News and Tribune


October 11, 2012

HARBESON: What would Big Bird do?

CLARK COUNTY — This column is being brought to you by the letter “V.” V is the first letter of many wonderful words, but my favorite is voluntary. It’s not used much during political election seasons and is certainly not likely to be a word you’ll hear vociferously proclaimed during a presidential candidate debate — mostly because presidential debates are for discussing eight-foot tall yellow bird puppets.

Big Bird is a perfect symbol for politicians to exploit as they try to manipulate people in their quest to gain government power. Both parties benefit from the current hyper focus on their disagreement about funding this fowl because it keeps attention away from issues they heartily agree on, like the continued use and funding of other big birds, ones that are currently terrorizing, and sometimes killing, children.

Since they both endorse drones, the parties don’t want you to think about funding those big birds. They want you to focus on fighting with your American neighbor over funding the benign Big Bird.

But even that makes no sense. Why should the politicians be the ones to make any decisions about Big Bird? We should be asking Big Bird what he thinks.

I’m sure if someone on Sesame Street actually told Big Bird the truth and took the time to explain how the Corporation for Public Broadcasting [another example of the many bipartisan efforts from the 1960s] is funded, he would be shocked. From what I’ve seen, Big Bird is a peaceful fellow so once he learned the truth he surely would not want to accept any funds that were gained through threats of force.

Big Bird would want people to fund his work voluntarily, because they saw value. He wouldn’t be too worried about whether or not people would donate because he can see that many do so already. In addition, Big Bird and his buddies know how to sell lots and lots of branded products to children.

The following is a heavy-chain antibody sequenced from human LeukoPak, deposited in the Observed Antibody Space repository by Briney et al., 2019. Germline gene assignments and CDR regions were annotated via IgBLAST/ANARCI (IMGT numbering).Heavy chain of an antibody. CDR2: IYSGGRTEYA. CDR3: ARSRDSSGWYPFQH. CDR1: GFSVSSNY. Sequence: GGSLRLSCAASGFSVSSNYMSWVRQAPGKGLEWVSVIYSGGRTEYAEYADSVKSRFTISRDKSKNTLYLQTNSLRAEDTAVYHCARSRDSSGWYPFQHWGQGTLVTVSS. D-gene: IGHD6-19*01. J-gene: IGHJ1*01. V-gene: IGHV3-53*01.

Big Bird would understand that not everyone will want to fund his work for a variety of reasons. He’d accept that some people prefer not to fund television shows like Sesame Street because they don’t care for passive learning and would prefer not to encourage parents to sit their young children in front of a blaring, flashing screen. He’d leave those people alone.

Big Bird would be annoyed that the Democrats want him to remain at least partially dependent on government funds and don’t want him to prove he can pay his own way. He’d be mad when he realized that they only want to use him to manipulate the voters so they can have control of government.

If some people tried to convince Big Bird that he should continue accepting the coerced funds because it’s a relatively small amount that he gets, he would hang his head in disappointment. He’d tell them the specific amount is not the point. To someone like Big Bird, principles matter.

Big Bird would behave like this because he cares about how others are treated. So of course he would think that each person should decide for themselves whether or not to fund a television show.

Once he learned the truth, once his eyes were opened, Big Bird couldn’t go back. He could never feel good accepting money that was taken without consent from people on Sunflower Street so it could be redistributed to Sesame Street.

Although Big Bird would be irritated at people who are trying to keep him down, he would still understand their anxiety because his success could really change the way things are done. If Big Bird really can fly on his own, everyone would have to consider how many other full or partially tax-funded operations could also do just fine without government involvement.

— Clark County resident Debbie Harbeson is still wondering how to get to Sesame Street. If you know, send directions to

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